The parents also requested that the Board discuss the parents' desire to have N.R. participate in an extended school year program. (Compl. ¶¶ 72-78.) Dr. Eugene Bradford, the Interim Superintendent of Schools, ("Dr. Bradford") informed the parents that the decision would be made after the Board received the evaluations that were underway to determine whether N.R. would remain classified as handicapped. (Compl. ¶ 76.) Dr. Bradford wrote to the parents on June 6, 1996 to inform them that their request for an extended school year program had been denied because N.R.'s therapists did not believe that he would severely regress without a summer program. (Ex. R-15.) Dr. Bradford also stated that the parents could discuss the issue at a meeting with him, Dr. Leslie Callanan ("Dr. Callanan"), N.R.'s case manager, and Ms. Nelsen, the school's learning consultant. (Id.) T.R. presented his reasons why he believed N.R. should have a summer program at a meeting on June 10, 1996, but the Board did not modify its decision. (Tr. 3 at 113-14.)
Kingwood Township's Child Study Team ("CST") and the parents also met on June 18, 1996 to discuss the recently performed evaluations of N.R. During that meeting, the participants discussed the 1996-97 IEP for N.R. The CST conveyed its belief that N.R. had the readiness skills to begin kindergarten in September 1996. (Callanan Certif. ¶ 14.) During the summer of 1996, the parties continued to work on an IEP for N.R. for the 1996-97 school year. Dr. Callanan twice wrote the parents asking for their input concerning the proposed IEP goals and objectives. (Exs. P-29, P-30.) She also informed them that she was awaiting their response to the recommended placement of N.R. in Kingwood's kindergarten program. (Ex. P-29.) When Dr. Callanan finally received a response from the parents by letter dated July 29, 1996, (Ex. P-19), she incorporated the material into the draft IEP. (Tr. 1 at 71.)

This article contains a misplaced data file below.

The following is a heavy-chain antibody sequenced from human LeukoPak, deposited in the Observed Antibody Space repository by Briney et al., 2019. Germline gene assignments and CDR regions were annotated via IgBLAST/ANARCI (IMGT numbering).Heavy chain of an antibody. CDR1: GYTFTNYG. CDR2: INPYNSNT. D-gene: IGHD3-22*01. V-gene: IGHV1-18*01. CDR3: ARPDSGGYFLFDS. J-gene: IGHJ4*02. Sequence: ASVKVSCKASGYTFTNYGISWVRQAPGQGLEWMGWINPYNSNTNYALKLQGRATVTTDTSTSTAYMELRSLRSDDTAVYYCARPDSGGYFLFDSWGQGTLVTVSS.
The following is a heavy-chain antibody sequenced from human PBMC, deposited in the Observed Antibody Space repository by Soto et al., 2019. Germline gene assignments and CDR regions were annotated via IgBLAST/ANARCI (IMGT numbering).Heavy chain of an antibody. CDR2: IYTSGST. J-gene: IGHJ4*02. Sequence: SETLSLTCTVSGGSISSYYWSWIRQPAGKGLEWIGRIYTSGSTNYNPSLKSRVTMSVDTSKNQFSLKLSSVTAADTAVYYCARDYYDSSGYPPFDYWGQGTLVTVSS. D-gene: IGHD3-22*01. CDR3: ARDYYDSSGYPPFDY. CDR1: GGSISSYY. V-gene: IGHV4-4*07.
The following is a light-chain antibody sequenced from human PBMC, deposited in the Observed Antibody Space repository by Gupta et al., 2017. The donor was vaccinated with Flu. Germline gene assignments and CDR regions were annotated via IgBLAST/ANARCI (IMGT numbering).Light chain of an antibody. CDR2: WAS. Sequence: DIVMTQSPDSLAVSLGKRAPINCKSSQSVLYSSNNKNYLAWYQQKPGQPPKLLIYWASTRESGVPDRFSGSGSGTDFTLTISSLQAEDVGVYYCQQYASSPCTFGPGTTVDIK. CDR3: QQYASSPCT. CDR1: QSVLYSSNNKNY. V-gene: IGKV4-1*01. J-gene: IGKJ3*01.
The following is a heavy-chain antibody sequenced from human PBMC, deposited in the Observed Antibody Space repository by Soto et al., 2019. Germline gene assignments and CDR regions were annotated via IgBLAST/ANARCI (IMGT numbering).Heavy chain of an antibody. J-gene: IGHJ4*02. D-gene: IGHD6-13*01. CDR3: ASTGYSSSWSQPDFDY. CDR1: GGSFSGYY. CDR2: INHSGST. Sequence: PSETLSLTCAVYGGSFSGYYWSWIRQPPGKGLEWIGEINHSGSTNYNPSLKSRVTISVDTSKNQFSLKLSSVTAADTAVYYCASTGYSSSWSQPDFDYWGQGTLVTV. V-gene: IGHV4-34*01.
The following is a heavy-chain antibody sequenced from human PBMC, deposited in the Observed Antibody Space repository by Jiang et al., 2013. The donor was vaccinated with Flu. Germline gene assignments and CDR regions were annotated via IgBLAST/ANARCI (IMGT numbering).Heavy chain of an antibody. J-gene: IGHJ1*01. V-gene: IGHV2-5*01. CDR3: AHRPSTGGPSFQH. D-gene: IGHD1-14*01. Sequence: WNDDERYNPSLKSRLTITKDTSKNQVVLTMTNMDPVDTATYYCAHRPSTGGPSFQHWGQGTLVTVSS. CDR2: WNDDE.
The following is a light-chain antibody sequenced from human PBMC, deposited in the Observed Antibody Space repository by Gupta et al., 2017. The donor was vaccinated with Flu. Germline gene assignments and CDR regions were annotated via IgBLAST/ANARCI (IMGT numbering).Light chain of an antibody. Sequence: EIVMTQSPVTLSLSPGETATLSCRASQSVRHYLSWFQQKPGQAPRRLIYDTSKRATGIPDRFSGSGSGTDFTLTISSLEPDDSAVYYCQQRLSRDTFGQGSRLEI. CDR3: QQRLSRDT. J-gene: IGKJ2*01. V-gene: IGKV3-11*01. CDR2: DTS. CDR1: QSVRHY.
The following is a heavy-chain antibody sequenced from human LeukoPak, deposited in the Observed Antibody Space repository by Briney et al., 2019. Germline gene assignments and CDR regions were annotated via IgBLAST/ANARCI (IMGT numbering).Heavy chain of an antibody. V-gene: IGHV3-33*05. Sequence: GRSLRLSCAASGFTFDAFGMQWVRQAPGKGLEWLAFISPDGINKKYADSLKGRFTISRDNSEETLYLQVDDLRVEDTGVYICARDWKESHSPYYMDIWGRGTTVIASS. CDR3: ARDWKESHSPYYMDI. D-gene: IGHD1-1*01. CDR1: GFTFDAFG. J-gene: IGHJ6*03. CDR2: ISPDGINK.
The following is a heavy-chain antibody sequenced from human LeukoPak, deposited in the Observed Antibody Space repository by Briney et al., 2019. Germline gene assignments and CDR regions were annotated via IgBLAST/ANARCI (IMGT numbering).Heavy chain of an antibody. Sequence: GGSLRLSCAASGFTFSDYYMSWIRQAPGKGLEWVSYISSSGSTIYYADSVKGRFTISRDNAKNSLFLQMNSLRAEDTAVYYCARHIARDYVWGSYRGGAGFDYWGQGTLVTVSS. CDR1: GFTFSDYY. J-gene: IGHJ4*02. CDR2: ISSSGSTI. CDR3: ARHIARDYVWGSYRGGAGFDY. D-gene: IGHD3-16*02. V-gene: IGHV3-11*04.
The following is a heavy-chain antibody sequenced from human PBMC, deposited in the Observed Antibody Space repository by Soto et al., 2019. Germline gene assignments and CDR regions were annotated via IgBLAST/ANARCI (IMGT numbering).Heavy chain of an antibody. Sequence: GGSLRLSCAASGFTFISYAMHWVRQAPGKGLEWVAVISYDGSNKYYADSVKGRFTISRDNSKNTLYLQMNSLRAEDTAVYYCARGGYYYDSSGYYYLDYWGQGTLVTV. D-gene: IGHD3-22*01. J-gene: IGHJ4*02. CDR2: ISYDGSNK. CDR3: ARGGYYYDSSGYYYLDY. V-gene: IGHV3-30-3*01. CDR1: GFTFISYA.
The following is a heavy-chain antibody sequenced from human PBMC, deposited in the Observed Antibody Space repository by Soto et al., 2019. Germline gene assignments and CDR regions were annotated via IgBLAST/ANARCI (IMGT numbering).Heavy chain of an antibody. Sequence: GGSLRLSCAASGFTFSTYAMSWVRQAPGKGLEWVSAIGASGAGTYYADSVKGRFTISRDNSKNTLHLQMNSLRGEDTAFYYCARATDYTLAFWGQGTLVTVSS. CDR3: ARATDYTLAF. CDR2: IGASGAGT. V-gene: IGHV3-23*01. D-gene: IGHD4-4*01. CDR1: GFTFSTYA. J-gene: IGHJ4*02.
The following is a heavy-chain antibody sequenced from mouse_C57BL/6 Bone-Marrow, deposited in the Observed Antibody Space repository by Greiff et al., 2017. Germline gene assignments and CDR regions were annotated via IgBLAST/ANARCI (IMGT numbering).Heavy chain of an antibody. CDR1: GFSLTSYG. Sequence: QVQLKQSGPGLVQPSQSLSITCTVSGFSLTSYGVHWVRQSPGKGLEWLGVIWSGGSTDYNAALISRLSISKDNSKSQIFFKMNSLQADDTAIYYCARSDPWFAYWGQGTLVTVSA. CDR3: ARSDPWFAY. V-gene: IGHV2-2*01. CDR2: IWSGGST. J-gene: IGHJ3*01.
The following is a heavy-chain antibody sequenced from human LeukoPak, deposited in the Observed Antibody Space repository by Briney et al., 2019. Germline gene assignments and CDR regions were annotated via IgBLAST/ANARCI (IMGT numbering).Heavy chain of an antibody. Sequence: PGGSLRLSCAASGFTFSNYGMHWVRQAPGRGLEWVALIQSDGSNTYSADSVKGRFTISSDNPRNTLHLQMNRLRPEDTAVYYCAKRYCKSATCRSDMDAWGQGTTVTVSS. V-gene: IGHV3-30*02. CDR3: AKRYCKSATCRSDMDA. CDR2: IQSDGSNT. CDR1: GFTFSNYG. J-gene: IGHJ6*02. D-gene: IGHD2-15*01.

A meeting to discuss N.R.'s 1996-97 IEP was held on August 2, 1996. At that meeting, T.R. and E.M.R. informed the school district that they did not plan to send N.R. to kindergarten at the Kingwood School in the fall; rather, they planned to have him attend preschool for another year. (Tr. 3 at 79.) After the parents rejected the proposed kindergarten placement, the Board drafted an IEP which provided for placement in Kingwood Township's preschool class, which contains an equal number of disabled and non-disabled children, and forwarded it to the parents by letter dated 8-16-96. (Id. at 83; Pls.' Br. at 12.) The parents rejected this placement by letter dated September 3, 1996, informing the district that N.R. would continue to be enrolled at Rainbow Rascals. (Ex. R-45: Ltr. from T.R. and E.M.R. to Gene Lennon, Chief School Administrator, Kingwood Township School.) They also requested that the district pay for Rainbow Rascals' tuition and provide the related services there. (Id.)
The Board filed for due process, seeking a determination that its 1996-97 IEP provided N.R. with a free appropriate public education ("FAPE"). (Callanan Certif. ¶ 16.) The parents cross-filed for due process and sought emergent relief requiring the district to provide therapy at Rainbow Rascals. T.R. and E.M.R. argued that under the "stay put" provision of N.J. Admin. Code § 6:28-2.7(i), Kingwood Township was "obligated to continue to provide the same services as were provided during the previous academic year." (Callahan Certif., Ex. B.) The ALJ found that the parents were not entitled to emergent relief because an IEP was not in place to which the "stay put" provision could apply. (Order of ALJ Joseph F. Martone dated 10-3-96 at 2.)